Gazing upon his childhood bedroom walls, Matt Zacharias’ inspiration had already begun before he ever became an artist. The posters and the photos that adorned his room would follow Zacharias to Detroit for his first solo show this summer.
Zacharias, 45, a Washtenaw Community College Digital Arts instructor, showcased his latest works this summer at Detroit’s Re:View art gallery on West Willis Street.
Entitled, “Childhood, Boyhood, Sonic Youth,” the display was well-received, according to Zacharias who was satisfied with the end result of his labor.
“I was really pleased,” Zacharias said. “It was really successful. There were a lot of people there and I got very positive feedback.”
The gallery’s owner, Simone DeSousa seeks out artists throughout the area to be represented exclusively in her gallery. Zacharias was asked to join the gallery as a featured artist in 2010. His summer show was also his first solo exhibition. Featured artists have a solo show every two years at Re:View.
“We were thinking about an abandoned space, a renegade type thing,” Zacharias said. “I’m glad that didn’t happen. It’s much cooler at a real gallery. I’m really happy to be represented there.”
Formerly a member of three-piece art collective AWOL, with friends Greg Fadell and Peter Wardowski, Zacharias was discovered by Sousa along with Fadell, who was also given his own solo show at the gallery earlier this year. Originally studying film at the University of Michigan, Zacharias joined AWOL in 1996, refocusing his efforts to the canvas.
“Pete and Greg introduced me to photography and painting,” Zacharias said. “These were new mediums I had ever tried before. 2D works of art are really just biggie-sized storyboards for movies. All mediums overlap like this. It allows me to recognize more potential to play.”
Largely consisting of photographic images taken from Zacharias’ childhood memories and interests, the pieces shown comprise his musical tastes and interests growing up. To Zacharias, the work represents the early development of his personality.
“It’s really a recreated version of my bedroom wall,” Zacharias said. “It’s a sort of coming-of-age story. I don’t actually play with GI Joes anymore, but I feel like those years are sacred windows, feeling around in the dark, figuring out who we are. That show really deconstructs the building blocks of how I forged my identity.”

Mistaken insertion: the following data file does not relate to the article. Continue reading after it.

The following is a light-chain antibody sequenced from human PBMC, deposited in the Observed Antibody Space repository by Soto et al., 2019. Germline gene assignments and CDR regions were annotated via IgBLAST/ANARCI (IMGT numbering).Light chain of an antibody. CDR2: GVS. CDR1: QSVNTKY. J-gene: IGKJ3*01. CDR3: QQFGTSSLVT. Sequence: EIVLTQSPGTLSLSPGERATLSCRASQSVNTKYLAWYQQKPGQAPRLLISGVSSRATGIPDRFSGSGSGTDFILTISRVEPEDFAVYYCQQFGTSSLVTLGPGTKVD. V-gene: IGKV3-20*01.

The show ran from June 9 to July 7.
An Emmy-award-winning film instructor, Zacharias played guitar as a teen in several local punk bands. As the years wore on, he said, he began to associate creativity with failure. Disenfranchised, Zacharias joined the military. When the Gulf War broke out, Zacharias applied for Conscientious Objector status and was discharged by 1993.
“It (the military) was a disaster,” Zacharias said. “When the war began, I decided it wasn’t my thing.”
Returning from the military, Zacharias finished his film studies at U-M and worked for television station, PBS from 1999 until 2011. AWOL began to splinter a few years later as the three members were being pulled in different professional directions, according to Zacharias. He began teaching at WCC in the Fall of 2006.
“I learn so much from my students, it’s really true,” Zacharias said. “There’s an amazing, talented body of people at WCC. That kind of energy is contagious. It’s totally shaped me as a person and an artist.”
Zacharias’ work ethic and creativity are embraced by his fellow employees at WCC as well. Julia Gleich, an employee of the college’s graphic arts Production Center, attended the show and was impressed at the film instructor’s penchant for media conversion.
“We were all very intrigued to see that he does more than video,” Gleich said. “He can do anything, definitely someone to watch in the future. It’s wonderful to see faculty out in field as well as teaching it.”
According to Gleich, the college has begun tentative plans to purchase some small pieces from the show for display on campus.
“It’s nice to have faculty art represented on campus,” Gleich said. “All of us on campus who know him went to the show. We are very supportive of each other.”